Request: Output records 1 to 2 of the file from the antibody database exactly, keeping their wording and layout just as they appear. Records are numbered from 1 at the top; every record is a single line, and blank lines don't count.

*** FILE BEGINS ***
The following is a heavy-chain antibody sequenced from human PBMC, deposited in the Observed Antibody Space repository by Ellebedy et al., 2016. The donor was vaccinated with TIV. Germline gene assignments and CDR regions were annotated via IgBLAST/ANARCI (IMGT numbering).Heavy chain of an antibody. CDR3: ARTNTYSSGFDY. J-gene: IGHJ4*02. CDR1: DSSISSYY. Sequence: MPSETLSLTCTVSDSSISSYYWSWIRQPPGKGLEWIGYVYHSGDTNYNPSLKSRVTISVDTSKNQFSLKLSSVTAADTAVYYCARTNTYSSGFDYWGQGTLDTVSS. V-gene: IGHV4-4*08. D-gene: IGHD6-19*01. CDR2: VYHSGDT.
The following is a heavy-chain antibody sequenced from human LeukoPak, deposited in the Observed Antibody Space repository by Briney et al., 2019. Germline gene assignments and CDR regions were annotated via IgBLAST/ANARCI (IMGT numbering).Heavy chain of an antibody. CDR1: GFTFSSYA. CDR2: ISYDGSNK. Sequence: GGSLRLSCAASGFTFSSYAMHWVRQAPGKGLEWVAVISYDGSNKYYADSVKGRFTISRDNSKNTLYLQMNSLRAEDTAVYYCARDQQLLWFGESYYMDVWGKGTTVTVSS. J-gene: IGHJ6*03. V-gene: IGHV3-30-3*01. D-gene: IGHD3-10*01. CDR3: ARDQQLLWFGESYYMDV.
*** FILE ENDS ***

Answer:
The following is a heavy-chain antibody sequenced from human PBMC, deposited in the Observed Antibody Space repository by Ellebedy et al., 2016. The donor was vaccinated with TIV. Germline gene assignments and CDR regions were annotated via IgBLAST/ANARCI (IMGT numbering).Heavy chain of an antibody. CDR3: ARTNTYSSGFDY. J-gene: IGHJ4*02. CDR1: DSSISSYY. Sequence: MPSETLSLTCTVSDSSISSYYWSWIRQPPGKGLEWIGYVYHSGDTNYNPSLKSRVTISVDTSKNQFSLKLSSVTAADTAVYYCARTNTYSSGFDYWGQGTLDTVSS. V-gene: IGHV4-4*08. D-gene: IGHD6-19*01. CDR2: VYHSGDT.
The following is a heavy-chain antibody sequenced from human LeukoPak, deposited in the Observed Antibody Space repository by Briney et al., 2019. Germline gene assignments and CDR regions were annotated via IgBLAST/ANARCI (IMGT numbering).Heavy chain of an antibody. CDR1: GFTFSSYA. CDR2: ISYDGSNK. Sequence: GGSLRLSCAASGFTFSSYAMHWVRQAPGKGLEWVAVISYDGSNKYYADSVKGRFTISRDNSKNTLYLQMNSLRAEDTAVYYCARDQQLLWFGESYYMDVWGKGTTVTVSS. J-gene: IGHJ6*03. V-gene: IGHV3-30-3*01. D-gene: IGHD3-10*01. CDR3: ARDQQLLWFGESYYMDV.